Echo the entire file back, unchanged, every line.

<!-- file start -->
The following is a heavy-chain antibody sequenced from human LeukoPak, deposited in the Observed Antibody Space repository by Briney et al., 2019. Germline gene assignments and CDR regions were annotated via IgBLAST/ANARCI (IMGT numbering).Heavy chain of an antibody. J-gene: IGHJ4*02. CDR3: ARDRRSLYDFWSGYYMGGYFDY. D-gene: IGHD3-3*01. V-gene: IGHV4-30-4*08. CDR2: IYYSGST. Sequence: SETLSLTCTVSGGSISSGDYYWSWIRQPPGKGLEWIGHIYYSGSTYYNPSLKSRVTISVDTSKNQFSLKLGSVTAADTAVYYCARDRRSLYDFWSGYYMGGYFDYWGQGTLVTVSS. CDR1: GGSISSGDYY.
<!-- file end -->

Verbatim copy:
The following is a heavy-chain antibody sequenced from human LeukoPak, deposited in the Observed Antibody Space repository by Briney et al., 2019. Germline gene assignments and CDR regions were annotated via IgBLAST/ANARCI (IMGT numbering).Heavy chain of an antibody. J-gene: IGHJ4*02. CDR3: ARDRRSLYDFWSGYYMGGYFDY. D-gene: IGHD3-3*01. V-gene: IGHV4-30-4*08. CDR2: IYYSGST. Sequence: SETLSLTCTVSGGSISSGDYYWSWIRQPPGKGLEWIGHIYYSGSTYYNPSLKSRVTISVDTSKNQFSLKLGSVTAADTAVYYCARDRRSLYDFWSGYYMGGYFDYWGQGTLVTVSS. CDR1: GGSISSGDYY.